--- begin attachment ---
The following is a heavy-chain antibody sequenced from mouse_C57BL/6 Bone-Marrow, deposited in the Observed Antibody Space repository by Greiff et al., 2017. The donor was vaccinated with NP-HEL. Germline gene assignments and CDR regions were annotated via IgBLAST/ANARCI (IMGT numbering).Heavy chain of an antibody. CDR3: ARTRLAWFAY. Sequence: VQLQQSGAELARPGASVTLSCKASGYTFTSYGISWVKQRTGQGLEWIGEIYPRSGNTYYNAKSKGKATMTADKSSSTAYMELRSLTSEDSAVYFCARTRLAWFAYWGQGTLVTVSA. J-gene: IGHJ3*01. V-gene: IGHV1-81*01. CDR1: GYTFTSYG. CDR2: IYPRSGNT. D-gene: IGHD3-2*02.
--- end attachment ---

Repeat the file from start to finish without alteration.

The following is a heavy-chain antibody sequenced from mouse_C57BL/6 Bone-Marrow, deposited in the Observed Antibody Space repository by Greiff et al., 2017. The donor was vaccinated with NP-HEL. Germline gene assignments and CDR regions were annotated via IgBLAST/ANARCI (IMGT numbering).Heavy chain of an antibody. CDR3: ARTRLAWFAY. Sequence: VQLQQSGAELARPGASVTLSCKASGYTFTSYGISWVKQRTGQGLEWIGEIYPRSGNTYYNAKSKGKATMTADKSSSTAYMELRSLTSEDSAVYFCARTRLAWFAYWGQGTLVTVSA. J-gene: IGHJ3*01. V-gene: IGHV1-81*01. CDR1: GYTFTSYG. CDR2: IYPRSGNT. D-gene: IGHD3-2*02.